- The Washington Times - Monday, July 25, 2005

RIO DE JANEIRO - If fashion runways and movies are indicators of national trends, Brazil is undergoing a resurgence of nostalgia for the 1950s and early 1960s, when bossa nova jazz took the world by storm.

At Fashion Rio’s Summer 2006 event last month — the start of winter in the Southern Hemisphere, where summer begins in December — models were dressed in tropical-fruit-colored clothes inspired by Carmen Miranda, a singer credited with introducing Brazil’s samba rhythms to the world.

Another musical icon, Joao Gilberto, recently emerged from his reclusive privacy to record a new bossa nova title, “Ja Pensou” (“Imagine That”) for a large mining company’s TV ad campaign airing in August.

Mr. Gilberto is widely considered the man who created the bossa nova beat and gave life to the songs of Antonio Carlos “Tom” Jobim and Vinicius de Moraes, composers of “The Girl from Ipanema.”

Add to that Brazilian director Walter Lima Jr.’s recently completed film that fictionalizes the historic arrival of bossa nova at Carnegie Hall in 1962, and it appears Brazil’s unique jazz standard has become part of the national zeitgeist once more. Mr. Lima’s $2.5 million film, “Os Desafinados” (“The Off Key”), will reach Brazilian cinemas early next year.

Bossa nova is a combination of slow samba rhythms and American jazz, relying on acoustic guitar, piano and the flute. The music turned Rio de Janeiro into an idyllic symbol throughout the world of mountain and seaside romanticism.

Times have changed

But the Miranda fashions, Mr. Gilberto’s new tune and Mr. Lima’s movie may be as close as Brazil gets to its bossa nova past. Rio is not what it used to be.

When bossa nova was being played until the wee hours of the morning at local piano bars, the sprawling city had 64 “favelas” — shantytowns — rising along the jagged green hills overlooking Ipanema and Copacabana beaches.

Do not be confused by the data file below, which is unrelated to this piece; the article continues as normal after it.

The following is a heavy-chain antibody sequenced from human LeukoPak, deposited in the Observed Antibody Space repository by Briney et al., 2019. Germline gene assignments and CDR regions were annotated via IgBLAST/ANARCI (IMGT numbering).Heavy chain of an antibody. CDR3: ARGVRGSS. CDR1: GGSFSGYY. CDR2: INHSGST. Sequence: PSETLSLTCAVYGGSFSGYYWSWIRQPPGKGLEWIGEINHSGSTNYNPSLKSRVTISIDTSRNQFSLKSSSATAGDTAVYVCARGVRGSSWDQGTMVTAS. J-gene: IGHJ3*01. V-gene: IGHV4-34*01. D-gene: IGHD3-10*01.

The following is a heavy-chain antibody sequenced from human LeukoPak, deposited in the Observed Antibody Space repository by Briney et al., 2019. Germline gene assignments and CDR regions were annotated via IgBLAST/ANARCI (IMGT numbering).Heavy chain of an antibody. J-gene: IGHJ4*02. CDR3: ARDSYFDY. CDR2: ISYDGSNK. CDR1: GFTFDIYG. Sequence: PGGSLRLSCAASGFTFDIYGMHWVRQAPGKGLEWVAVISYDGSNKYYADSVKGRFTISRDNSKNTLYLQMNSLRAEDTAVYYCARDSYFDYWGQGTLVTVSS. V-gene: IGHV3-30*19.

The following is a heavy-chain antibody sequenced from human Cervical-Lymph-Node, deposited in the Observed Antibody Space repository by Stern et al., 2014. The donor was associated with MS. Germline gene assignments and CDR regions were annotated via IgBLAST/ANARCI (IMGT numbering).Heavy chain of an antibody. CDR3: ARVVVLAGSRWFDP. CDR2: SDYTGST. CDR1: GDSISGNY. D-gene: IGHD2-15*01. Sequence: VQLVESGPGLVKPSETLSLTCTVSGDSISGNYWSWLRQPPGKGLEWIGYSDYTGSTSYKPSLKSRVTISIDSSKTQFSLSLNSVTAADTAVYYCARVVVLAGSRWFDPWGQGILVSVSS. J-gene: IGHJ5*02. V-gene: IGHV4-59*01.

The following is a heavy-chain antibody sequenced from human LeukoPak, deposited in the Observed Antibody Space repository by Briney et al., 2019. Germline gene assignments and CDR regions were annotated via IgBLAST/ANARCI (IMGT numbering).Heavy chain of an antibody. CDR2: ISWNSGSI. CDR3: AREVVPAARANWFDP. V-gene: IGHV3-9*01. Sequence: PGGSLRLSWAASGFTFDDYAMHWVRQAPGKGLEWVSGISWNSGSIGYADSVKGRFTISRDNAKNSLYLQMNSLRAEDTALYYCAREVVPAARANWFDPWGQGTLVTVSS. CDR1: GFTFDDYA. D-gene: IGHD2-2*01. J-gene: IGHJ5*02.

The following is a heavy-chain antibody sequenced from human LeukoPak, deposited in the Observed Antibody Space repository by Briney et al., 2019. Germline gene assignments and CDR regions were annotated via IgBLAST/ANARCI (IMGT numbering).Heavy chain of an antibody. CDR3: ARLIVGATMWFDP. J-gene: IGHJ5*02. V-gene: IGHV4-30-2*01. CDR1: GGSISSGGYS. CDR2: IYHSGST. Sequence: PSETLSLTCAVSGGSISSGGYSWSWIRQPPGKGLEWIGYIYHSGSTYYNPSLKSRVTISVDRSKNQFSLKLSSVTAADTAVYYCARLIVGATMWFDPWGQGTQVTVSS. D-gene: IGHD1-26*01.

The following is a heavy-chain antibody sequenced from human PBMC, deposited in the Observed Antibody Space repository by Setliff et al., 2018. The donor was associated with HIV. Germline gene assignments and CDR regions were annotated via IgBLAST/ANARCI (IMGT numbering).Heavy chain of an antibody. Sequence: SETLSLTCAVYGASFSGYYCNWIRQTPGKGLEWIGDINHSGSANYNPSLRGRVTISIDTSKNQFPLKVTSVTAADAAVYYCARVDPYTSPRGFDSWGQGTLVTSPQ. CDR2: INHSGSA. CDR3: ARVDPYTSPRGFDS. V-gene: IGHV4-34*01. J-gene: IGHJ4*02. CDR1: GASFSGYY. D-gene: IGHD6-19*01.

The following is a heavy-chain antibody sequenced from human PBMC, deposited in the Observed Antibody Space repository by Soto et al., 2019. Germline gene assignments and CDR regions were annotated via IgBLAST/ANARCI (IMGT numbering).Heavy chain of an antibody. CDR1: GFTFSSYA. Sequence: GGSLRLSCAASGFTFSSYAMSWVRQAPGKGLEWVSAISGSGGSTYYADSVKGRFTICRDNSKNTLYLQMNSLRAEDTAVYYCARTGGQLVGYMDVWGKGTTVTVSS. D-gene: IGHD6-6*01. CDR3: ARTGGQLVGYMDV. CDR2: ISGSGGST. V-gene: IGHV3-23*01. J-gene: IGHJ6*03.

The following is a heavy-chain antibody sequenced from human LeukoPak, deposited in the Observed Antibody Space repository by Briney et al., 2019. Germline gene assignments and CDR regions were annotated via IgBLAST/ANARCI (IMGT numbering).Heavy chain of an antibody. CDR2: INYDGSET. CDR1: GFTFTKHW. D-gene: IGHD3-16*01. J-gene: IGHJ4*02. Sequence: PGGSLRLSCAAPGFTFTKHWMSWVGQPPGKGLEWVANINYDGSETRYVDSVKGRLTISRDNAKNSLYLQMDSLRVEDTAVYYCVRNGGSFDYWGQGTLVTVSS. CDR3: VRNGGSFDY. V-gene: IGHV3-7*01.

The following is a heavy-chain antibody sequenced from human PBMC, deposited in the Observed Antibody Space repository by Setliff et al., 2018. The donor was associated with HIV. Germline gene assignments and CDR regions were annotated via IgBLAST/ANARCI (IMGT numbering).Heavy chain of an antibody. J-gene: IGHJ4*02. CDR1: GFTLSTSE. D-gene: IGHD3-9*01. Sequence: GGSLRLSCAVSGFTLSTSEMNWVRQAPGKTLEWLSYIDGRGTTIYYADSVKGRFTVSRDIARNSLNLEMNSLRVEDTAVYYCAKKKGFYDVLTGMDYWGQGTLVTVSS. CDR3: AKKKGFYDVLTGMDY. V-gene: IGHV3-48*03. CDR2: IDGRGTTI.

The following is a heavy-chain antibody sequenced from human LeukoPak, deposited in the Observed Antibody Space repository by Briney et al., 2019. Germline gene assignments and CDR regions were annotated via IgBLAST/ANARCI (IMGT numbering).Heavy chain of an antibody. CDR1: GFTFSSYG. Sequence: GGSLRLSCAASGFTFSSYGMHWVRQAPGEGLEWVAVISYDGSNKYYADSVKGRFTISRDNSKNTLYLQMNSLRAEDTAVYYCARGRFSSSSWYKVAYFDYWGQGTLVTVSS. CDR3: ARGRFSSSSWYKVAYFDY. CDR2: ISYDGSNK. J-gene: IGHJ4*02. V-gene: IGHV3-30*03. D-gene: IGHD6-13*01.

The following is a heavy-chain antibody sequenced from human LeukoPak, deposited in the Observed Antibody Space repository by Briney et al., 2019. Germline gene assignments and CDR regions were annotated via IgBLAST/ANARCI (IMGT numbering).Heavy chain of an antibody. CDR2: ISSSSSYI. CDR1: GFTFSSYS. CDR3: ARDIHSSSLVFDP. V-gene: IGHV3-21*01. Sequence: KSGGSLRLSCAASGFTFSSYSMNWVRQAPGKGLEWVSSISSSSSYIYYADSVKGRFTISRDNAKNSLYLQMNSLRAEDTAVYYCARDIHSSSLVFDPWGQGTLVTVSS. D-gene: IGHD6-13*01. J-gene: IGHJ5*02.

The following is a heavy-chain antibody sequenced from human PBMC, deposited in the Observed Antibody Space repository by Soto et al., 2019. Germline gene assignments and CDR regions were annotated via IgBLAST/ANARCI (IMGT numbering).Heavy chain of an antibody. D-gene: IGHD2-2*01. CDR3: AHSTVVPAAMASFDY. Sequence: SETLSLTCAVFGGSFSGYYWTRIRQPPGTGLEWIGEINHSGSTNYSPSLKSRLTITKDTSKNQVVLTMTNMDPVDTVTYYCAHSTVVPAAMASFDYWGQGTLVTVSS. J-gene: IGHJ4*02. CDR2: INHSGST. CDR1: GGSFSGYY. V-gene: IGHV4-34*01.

Today, there are more than 700 shantytowns, and their inhabitants make up 19 percent of Rio’s population, compared with fewer than 10 percent in 1960. The population has exploded from 1.75 million to roughly 6 million today, and the crime rate has soared from one assault per hour to nine.

Talent moved abroad

Most of Brazil’s bossa nova talent is living and composing in Europe and the United States. That’s where most of the fans are. They listen to a more techno version of bossa nova found in trendy lounges and nightclubs from New York to Paris.

“There’s a new bossa nova out there, and it’s not the same bossa your grandfather used to listen to,” said Scott Adams, a disc jockey from Chicago. “But he’d like it.”

Mr. Adams hosts the 13-year-old radio program, “The Sounds of Brazil,” which can be heard in the Washington area at 11 p.m. Sunday nights on WJZW-105.9 FM.

The new bossa nova songs are not about Copacabana sunsets anymore. Disc jockeys like DJ Grego from Brazil and some from Europe remix the classics with electronic drums and bass and hip-hop samples.

“I want it to be something that my skateboarder son might also enjoy,” said Hippocratis Bournellis, better known as Grego. He also has worked on albums with singers Ricky Martin and Mariah Carey.

The music re-emerges

Last year, DJ Grego released “Tom Jobim Lounge,” an album of Brazilian musicians singing the classics mixed for the dance floor. Even the signature phrase “Yeah, boy,” of old Public Enemy rap-group icon Flavor Flav is mixed into Mr. Jobim’s unrequited love song “Ligia” while a chorus of women sings the lyrics.

Independent music publishers like Dubas Brazil in Sao Paulo have sprouted to handle the demand of new bossa nova fans worldwide.

“We just ask the fans not to put Brazilian music in a box. We know you love the standards, but allow us to be inventive,” said Joao Marcelo Boscoli, president of Trama Records. Mr. Boscoli is the son of Brazilian singers Ronaldo Boscoli and Elis Regina. His sister is adult- contemporary singer Maria Rita, a Latin Grammy winner.